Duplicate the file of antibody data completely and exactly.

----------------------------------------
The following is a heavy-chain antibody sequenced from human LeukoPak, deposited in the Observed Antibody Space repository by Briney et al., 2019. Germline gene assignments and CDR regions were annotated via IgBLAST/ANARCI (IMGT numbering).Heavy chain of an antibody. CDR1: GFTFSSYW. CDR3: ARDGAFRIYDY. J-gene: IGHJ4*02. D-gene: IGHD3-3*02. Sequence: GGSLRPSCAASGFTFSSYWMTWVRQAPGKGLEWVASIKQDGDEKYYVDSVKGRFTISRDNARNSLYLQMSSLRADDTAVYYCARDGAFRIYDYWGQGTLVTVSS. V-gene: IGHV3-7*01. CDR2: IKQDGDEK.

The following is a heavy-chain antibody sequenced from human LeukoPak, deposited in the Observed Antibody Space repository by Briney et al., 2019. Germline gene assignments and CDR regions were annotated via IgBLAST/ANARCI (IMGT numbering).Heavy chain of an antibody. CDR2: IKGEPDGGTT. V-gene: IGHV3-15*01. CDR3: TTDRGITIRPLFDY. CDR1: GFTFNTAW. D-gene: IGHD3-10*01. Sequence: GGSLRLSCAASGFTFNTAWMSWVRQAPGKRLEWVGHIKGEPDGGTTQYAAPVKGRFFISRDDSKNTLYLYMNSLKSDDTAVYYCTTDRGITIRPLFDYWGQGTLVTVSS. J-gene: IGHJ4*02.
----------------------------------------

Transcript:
The following is a heavy-chain antibody sequenced from human LeukoPak, deposited in the Observed Antibody Space repository by Briney et al., 2019. Germline gene assignments and CDR regions were annotated via IgBLAST/ANARCI (IMGT numbering).Heavy chain of an antibody. CDR1: GFTFSSYW. CDR3: ARDGAFRIYDY. J-gene: IGHJ4*02. D-gene: IGHD3-3*02. Sequence: GGSLRPSCAASGFTFSSYWMTWVRQAPGKGLEWVASIKQDGDEKYYVDSVKGRFTISRDNARNSLYLQMSSLRADDTAVYYCARDGAFRIYDYWGQGTLVTVSS. V-gene: IGHV3-7*01. CDR2: IKQDGDEK.

The following is a heavy-chain antibody sequenced from human LeukoPak, deposited in the Observed Antibody Space repository by Briney et al., 2019. Germline gene assignments and CDR regions were annotated via IgBLAST/ANARCI (IMGT numbering).Heavy chain of an antibody. CDR2: IKGEPDGGTT. V-gene: IGHV3-15*01. CDR3: TTDRGITIRPLFDY. CDR1: GFTFNTAW. D-gene: IGHD3-10*01. Sequence: GGSLRLSCAASGFTFNTAWMSWVRQAPGKRLEWVGHIKGEPDGGTTQYAAPVKGRFFISRDDSKNTLYLYMNSLKSDDTAVYYCTTDRGITIRPLFDYWGQGTLVTVSS. J-gene: IGHJ4*02.